Wednesday, August 10, 2011



'Betty', an Anglican priest, came to talk about her life as a 'parish minister'. The significant feature of her childhood were the rages of her father. She was so afraid of strong people - especially 'alpha-type' males - that she'd developed into a highly-efficient 'people-pleaser'. She avoided conflict in dozens of ways, but it was all catching up with her. Some thoughtful parishioners wondered why she rarely asked anyone to do anything - and why she felt aggrieved when her 'delegation' of something didn't work out. 'It's easier if I do it myself,' was her pastoral motto.

So we talked about two broad issues: (1) how she could learn to out-grow the fear of rejection; and (2) what kind of mentoring she could experience so that she could see how effective pastors operated.

Smart leaders know it's best to learn from others' mistakes before you make your own! They watch how 'successful' people do it! Pastors of healthy churches tend to be conference-goers. Not just any conference, but they choose those which will increase their pastoral skills - particularly in the areas of integrity, innovation and intelligence. And they have well-oiled networks: smart pastors know who/what to ask, and are not afraid to ask. They are life-long learners.

And they need others' help. They are not 'lone rangers'! Bill Hybels wrote: 'I've spent lots of time in a Christian counsellor's office. I still am in contact with two Christian counsellors. And whenever I think, 'Man, there's some stuff coming out of me that has nothing to do with the Holy Spirit, and I don't understand it', I call these counsellors. I say, "I don't understand why I said what I said, why I did what I did. I know it's junk. Would you help me?" Effective leaders must get a handle on their "junk!"'

I would recommend that we include in pastors' ordination vows pledges to submit to Spiritual Direction (to keep us honest in our life with God) and Supervision (ditto with people). Ideally, everyone should also have a mentor (to encourage skill development) and belong to a peer group (for encouragement). And here's an important statement from Tony Campolo: 'Do you have a support group to which you are accountable? If not, let me say this as directly as I know how: without such a small support group, you are not likely to spiritually survive.' Pastors should be encouraged by their denominations to submit to constructive 'performance appraisals' and churches to undergo 'audits'. That is, we will all take the notion of accountability seriously. (See Paul Beasley-Murray's A Call to Excellence).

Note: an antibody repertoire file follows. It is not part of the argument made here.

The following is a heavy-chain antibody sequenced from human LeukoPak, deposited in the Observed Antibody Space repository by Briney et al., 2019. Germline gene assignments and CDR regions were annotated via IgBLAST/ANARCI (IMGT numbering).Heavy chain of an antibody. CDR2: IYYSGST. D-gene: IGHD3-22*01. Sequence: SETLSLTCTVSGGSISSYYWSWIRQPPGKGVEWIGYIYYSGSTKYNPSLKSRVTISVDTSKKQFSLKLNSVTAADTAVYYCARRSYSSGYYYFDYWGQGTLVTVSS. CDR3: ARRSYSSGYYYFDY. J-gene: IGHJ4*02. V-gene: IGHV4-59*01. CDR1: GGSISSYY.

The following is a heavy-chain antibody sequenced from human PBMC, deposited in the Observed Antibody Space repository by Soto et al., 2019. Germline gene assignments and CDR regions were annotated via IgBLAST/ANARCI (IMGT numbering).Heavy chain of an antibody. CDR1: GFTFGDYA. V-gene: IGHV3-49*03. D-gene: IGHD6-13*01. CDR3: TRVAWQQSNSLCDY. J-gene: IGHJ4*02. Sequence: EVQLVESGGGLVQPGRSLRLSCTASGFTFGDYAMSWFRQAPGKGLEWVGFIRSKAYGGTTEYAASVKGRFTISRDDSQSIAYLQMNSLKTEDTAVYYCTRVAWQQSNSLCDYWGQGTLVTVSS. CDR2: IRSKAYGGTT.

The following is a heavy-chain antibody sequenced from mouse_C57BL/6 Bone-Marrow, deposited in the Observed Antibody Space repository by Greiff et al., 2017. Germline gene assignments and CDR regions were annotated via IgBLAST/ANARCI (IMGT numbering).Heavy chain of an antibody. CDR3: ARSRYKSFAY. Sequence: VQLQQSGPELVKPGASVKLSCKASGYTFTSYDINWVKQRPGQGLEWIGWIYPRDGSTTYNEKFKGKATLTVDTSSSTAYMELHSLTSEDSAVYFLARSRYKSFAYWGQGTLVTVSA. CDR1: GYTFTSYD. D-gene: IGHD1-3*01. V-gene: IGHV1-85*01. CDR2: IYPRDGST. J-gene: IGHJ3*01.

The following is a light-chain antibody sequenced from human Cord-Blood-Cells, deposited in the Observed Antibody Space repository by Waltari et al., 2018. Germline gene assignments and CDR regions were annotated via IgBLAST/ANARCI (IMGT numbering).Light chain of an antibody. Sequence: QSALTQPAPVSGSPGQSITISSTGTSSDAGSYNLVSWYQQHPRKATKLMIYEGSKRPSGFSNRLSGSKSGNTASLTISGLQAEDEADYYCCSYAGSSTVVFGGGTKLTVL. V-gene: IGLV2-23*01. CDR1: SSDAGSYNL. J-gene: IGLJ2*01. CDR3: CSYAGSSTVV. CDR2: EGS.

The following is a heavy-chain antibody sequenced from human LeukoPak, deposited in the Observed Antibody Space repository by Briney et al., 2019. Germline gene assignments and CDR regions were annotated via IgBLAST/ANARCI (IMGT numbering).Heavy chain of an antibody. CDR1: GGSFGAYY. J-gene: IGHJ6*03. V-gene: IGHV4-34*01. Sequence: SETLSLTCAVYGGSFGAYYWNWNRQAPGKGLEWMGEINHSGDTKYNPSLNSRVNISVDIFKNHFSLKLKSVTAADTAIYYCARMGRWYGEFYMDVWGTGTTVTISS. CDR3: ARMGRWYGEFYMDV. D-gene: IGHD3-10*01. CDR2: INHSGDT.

John Mallison, Australia's expert on Christian mentoring, and I once put a list together of the various aspects of these important relationships. How many of these do you have/lack?

God helps us through others:

1. Father, especially in the area of self-esteem

2. Mother, nurturing

3. Spiritual Director, 'discernment of spirits'

4. Prayer partner, prayerful support

5. Mate/spouse/siblings, intimacy, 'sharing'

6. Friend, support in life's trials and recreation

7. Mentor, skill-development

8. Supervisor, accountability

9. Counsellor, behaviour

10. Encourager, emotional strength for the journey

11. Role-model, life-skills

12. Small Group, mutual prayer, brain-storming, reality-checking

13. Ministry Team, vocational support

14. Coach, specific skill-development

15. Sponsor, opening opportunities for ministry

16. Teacher/Master, development of understandings

17. Consultant, advice from someone with a wider perspective

18. Bishop/Board, authority

19. Pastor, soul-nourishment

20. Faith community, a sense of belonging

A pastor-friend read the first draft of this document and emailed me: 'I've been in ministry now for almost 25 years. The key from me has been 1. Finding God for myself when all else has failed. 2. Being intentional about my development, spiritual formation, character formation, ministry formation and strategic formation. 3. Being in relationship with other leaders who want to finish well.'


Rowland Croucher

July 2002
A Pastoral Survival Guide [4] -

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